Orange County's Mater Dei High School football team will play for a state championship on Saturday. But overshadowing the game is the controversy surrounding the Monarch's program. 

LA Times columnist Bill Plaschke has viewed videos showing a Mater Dei hazing ritual called "bodies" that left a former player with a brain injury and a broken nose that required surgery. In an interview for "LA Times Today," Plaschke joined host Lisa McRee with more. 

What You Need To Know

  • In a February brawl that was captured on two videos spanning 55 seconds, the smaller player, known in the lawsuit as Player One, was severely beaten with three powerful jabs to the head. The final one was a sucker punch

  • Player One suffered a traumatic brain injury and a broken nose that later required surgery, and deep gashes around both eyes

  • The parents said they weren't informed that their son had been injured until nearly 90 minutes after the incident

  • They were told to come to the school and pick him up because he had hit his head on a sink

The videos led to a lawsuit that has raised awareness of the concealed practices of one of the nation's most celebrated high school football programs. 

"We had a 170-pound young man fighting a 240-pound young man. And three sucker punches at the end knocked him silly. The allegations are that the school tried to cover up the incident because it resulted from hazing the child. As the child's parents told me, he was afraid if he didn't fight the bigger kid, he would get name-called, teased and they would throw urine in his locker. That's what they do; they put urine in your locker if you don't follow these rituals. So that's what the lawsuit is about," Plaschke said.

Plaschke mentions that the videotape he saw was very chilling. 

"It's in the middle of the locker room, in the middle of the day. There are several other players around, but they're not intervening. Most of them aren't even watching," he said. "They're on their phones like this is a routine thing in the middle of the Mater Dei locker room — with the best high school football program in the country unsupervised. So finally, the fight ends when the bigger kid lands three punches, two punches to the head while they're still swinging. And then the smaller kid just stops and holds his eyes because his eyes are bleeding. And the bigger kid levels one more sucker punch to his head, which gave him the concussion and broke his nose."

After the fight, the injured student was told not to say anything about what had happened. Then he tells a trainer that he fell on the sink.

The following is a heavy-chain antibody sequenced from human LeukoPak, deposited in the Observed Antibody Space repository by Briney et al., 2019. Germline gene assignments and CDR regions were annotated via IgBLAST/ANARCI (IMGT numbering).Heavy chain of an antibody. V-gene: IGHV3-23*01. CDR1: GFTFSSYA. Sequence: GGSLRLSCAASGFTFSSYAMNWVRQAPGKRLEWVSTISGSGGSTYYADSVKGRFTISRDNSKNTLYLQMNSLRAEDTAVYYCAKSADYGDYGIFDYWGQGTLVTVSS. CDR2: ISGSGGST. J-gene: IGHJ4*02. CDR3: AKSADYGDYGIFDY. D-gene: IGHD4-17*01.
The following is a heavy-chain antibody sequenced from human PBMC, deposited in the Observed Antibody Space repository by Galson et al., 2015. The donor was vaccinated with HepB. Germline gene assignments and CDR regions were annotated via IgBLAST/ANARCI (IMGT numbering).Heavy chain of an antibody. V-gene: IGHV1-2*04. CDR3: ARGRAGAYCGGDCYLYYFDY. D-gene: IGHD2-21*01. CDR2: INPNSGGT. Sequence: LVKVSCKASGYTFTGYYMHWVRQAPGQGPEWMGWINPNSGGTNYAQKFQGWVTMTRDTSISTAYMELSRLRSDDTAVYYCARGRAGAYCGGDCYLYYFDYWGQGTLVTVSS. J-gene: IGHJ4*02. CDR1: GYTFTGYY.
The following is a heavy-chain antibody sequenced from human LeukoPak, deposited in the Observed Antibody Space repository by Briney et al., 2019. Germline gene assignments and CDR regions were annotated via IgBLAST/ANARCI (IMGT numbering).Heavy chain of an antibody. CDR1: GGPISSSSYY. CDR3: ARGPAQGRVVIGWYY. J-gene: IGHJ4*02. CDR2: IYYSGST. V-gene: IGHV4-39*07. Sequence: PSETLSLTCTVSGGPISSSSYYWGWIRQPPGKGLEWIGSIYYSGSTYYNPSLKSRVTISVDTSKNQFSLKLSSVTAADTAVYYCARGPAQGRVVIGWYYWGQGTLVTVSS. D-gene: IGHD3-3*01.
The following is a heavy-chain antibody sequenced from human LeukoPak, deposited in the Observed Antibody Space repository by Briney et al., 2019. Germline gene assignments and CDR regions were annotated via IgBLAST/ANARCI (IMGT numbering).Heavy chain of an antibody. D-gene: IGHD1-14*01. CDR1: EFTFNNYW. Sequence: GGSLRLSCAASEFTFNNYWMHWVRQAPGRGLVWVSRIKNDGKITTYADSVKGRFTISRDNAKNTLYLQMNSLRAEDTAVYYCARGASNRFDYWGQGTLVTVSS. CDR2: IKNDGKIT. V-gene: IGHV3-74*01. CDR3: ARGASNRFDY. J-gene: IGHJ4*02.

"The allegations are that the school waited 45 minutes to call the parents. That's not an allegation; the parents say that. They let the kid sit on a training table while taping other kids for practice. And the charge was that the school trainer told the parents that he was told to let it be and ignore it. The parents, of course, furious, came to see their child rushed him to the hospital. They did it all on their own, without any support from the school," Plaschke added.

The hospital confirmed that the student had significant injuries. 

"He had a broken nose, severe brain trauma and had to have surgery. The parents got stonewalled by everybody. They're still waiting for a call from the principal. Their son was beaten up in the middle of a locker room in the middle of the day in a sanctioned, unsupervised fight, and they've yet to hear from the principal," Plaschke said.

Since the incident was brought to light, Plaschke said there had not been a response from the archdiocese or the coach. 

"The coach said they are going to the state championship and that he's feeling pretty good about himself right now. The rest of the school said that these children are minors. It is a legal issue, and they can't comment other than to say the charges in the allegation in the lawsuit were false. But we've done additional reporting, Lisa, and they're not. Our sources say they're not false. Our sources say everything happened as it did. The parents are completely believable in this, and it's a travesty. I mean, it's like it's a culture of fear. It's a culture of violence, and somebody has got to stop it."

Since then, the injured student has transferred schools, and Plaschke said he is doing better. 

"He left the school two weeks later and enrolled in another school. He wanted to keep playing sports, and doctors medically cleared him, but initially, he couldn't play because Mater Dei put a disciplinary tag on his transfer. It's a tag that says you can't play if you transfer to another school. The parents went crazy. So, the mom said this was when she knew Mater Dei was trying to mess with their lives. They weren't going to let him get out of there unscathed. So, they had to fight, and they finally got the disciplinary tag removed. He was able to play sports and is going to college next year." 

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